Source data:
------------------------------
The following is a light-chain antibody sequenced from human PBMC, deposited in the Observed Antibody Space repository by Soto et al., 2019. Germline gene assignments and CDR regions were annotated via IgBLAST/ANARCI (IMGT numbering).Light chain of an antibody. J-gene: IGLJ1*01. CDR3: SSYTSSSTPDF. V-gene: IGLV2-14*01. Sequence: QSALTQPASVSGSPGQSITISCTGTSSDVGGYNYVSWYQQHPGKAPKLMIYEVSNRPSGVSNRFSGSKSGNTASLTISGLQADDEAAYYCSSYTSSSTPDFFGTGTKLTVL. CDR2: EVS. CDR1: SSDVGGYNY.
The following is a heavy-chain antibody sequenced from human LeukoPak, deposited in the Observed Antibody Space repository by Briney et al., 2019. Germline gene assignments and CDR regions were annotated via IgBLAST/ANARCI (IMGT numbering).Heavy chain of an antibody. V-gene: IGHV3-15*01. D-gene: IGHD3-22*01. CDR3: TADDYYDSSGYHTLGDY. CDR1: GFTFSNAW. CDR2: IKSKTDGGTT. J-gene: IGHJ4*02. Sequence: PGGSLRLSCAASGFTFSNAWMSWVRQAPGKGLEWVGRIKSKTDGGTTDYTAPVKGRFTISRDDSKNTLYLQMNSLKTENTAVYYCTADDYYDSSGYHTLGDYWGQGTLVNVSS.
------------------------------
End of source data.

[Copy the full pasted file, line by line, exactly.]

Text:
The following is a light-chain antibody sequenced from human PBMC, deposited in the Observed Antibody Space repository by Soto et al., 2019. Germline gene assignments and CDR regions were annotated via IgBLAST/ANARCI (IMGT numbering).Light chain of an antibody. J-gene: IGLJ1*01. CDR3: SSYTSSSTPDF. V-gene: IGLV2-14*01. Sequence: QSALTQPASVSGSPGQSITISCTGTSSDVGGYNYVSWYQQHPGKAPKLMIYEVSNRPSGVSNRFSGSKSGNTASLTISGLQADDEAAYYCSSYTSSSTPDFFGTGTKLTVL. CDR2: EVS. CDR1: SSDVGGYNY.
The following is a heavy-chain antibody sequenced from human LeukoPak, deposited in the Observed Antibody Space repository by Briney et al., 2019. Germline gene assignments and CDR regions were annotated via IgBLAST/ANARCI (IMGT numbering).Heavy chain of an antibody. V-gene: IGHV3-15*01. D-gene: IGHD3-22*01. CDR3: TADDYYDSSGYHTLGDY. CDR1: GFTFSNAW. CDR2: IKSKTDGGTT. J-gene: IGHJ4*02. Sequence: PGGSLRLSCAASGFTFSNAWMSWVRQAPGKGLEWVGRIKSKTDGGTTDYTAPVKGRFTISRDDSKNTLYLQMNSLKTENTAVYYCTADDYYDSSGYHTLGDYWGQGTLVNVSS.